Examining the differences between types of edible salts

In this article, we are going to point out the differences and properties of sea salt and normal salt and give the suggestions of experts in this field to the consumers.

For a long time, sea salts have become very popular in restaurants and among cooks, and these salts are used to add color and aroma to food.

Meanwhile, many producers of salts containing additional substances such as sea salts claim that their products are healthier because they are more natural and less refined. Also, these types of salts are given points for having a set of essential rare minerals; including the role of these salts in detoxifying the body, strengthening blood circulation, strengthening the health of the digestive system, introducing antioxidants into the body, etc.

However, there is still no scientific evidence to support these claims about sea salts. From a health perspective, salt is salt, and consuming too much of it can increase your risk of developing high blood pressure and other related health problems.

The important thing is that refined or unrefined salt does not matter, because salt is basically not a source of nutrients (except sodium and chloride) so that its unrefined form is more beneficial.

On the other hand, this exaggeration about the benefits of unrefined salt leads to eating less salt becoming a trivial matter. Although there is disagreement among experts about the exact amount of salt that should be consumed daily, there is no doubt that our current diet contains excessive amounts of salt.

On the other hand, sea salts that come in the form of crystals or large flakes are more likely to cause you to eat more salt because, although the grains are not compact and appear less dense, in Finally, they will add more sodium to the food.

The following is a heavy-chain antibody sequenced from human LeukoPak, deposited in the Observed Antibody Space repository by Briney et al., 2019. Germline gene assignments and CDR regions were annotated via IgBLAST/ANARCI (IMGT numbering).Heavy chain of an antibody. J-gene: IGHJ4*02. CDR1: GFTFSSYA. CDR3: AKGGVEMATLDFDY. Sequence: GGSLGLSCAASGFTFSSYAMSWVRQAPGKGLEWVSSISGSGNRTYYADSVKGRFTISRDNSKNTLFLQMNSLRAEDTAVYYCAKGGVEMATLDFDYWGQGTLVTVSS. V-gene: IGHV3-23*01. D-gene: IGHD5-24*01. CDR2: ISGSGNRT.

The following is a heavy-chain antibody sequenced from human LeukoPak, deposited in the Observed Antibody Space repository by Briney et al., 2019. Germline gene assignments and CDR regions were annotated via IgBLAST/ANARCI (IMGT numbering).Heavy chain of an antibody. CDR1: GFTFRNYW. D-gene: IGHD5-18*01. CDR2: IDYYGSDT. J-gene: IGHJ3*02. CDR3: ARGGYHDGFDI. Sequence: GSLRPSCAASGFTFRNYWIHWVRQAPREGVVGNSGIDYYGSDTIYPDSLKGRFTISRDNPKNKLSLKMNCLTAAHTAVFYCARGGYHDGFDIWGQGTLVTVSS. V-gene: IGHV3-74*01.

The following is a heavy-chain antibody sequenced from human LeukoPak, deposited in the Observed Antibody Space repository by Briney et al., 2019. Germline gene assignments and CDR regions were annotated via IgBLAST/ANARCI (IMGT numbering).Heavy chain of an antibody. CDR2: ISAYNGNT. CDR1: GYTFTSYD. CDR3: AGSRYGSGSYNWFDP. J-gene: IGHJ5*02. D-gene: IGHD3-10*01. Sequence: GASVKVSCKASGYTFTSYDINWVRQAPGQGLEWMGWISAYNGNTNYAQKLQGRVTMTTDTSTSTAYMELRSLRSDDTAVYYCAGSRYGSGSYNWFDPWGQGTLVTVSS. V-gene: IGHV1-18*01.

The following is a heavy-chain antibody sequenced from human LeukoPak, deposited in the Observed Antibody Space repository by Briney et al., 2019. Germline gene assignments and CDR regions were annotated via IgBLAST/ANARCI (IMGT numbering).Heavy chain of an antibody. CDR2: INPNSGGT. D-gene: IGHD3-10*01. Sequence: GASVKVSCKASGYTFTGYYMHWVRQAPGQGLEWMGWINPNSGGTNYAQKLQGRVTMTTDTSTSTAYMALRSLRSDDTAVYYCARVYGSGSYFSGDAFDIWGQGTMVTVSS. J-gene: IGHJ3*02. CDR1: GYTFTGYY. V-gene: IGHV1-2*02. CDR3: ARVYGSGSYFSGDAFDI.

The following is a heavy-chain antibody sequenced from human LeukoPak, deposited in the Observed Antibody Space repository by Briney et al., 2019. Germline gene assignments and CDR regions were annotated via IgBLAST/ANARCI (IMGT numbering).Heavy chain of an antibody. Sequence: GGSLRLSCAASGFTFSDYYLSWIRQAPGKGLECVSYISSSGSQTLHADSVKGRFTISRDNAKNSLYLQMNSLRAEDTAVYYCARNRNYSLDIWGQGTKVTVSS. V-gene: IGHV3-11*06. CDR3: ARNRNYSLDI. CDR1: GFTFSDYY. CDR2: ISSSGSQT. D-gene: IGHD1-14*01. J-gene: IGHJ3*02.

The difference in the amount of iodine

A major difference between common table salt and sea salt is in their iodine content. Common table salts are generally enriched with iodine – a mineral that is necessary for the normal functioning of the thyroid, so that a quarter of a teaspoon of them provides about 50% of the daily iodine requirement for adults, i.e. 150 micrograms of iodine. But special salts like sea salts are not enriched and therefore do not help the body.

Of course, salt enriched with iodine is not the only source of this mineral. Fish, dairy products, bread and other grain products and eggs also provide iodine to the body. But there are some population groups that are especially at risk of iodine deficiency. Pregnant and lactating women need to get more iodine and therefore may suffer from iodine deficiency.

Another group at risk is absolute vegetarians, who have lower levels of iodine than relative vegetarians and omnivores because many of the richest sources of iodine are of animal origin.

Unfortunately, there is no reliable way to assess the amount of iodine in a person’s body, so if you are concerned about this, consult with a knowledgeable doctor or a qualified nutritionist to find out whether taking an iodine supplement is beneficial for you.

For people whose dietary intake of iodine is low, using iodized salt instead of other types of salt in cooking is a good idea, but you should not overdo it.


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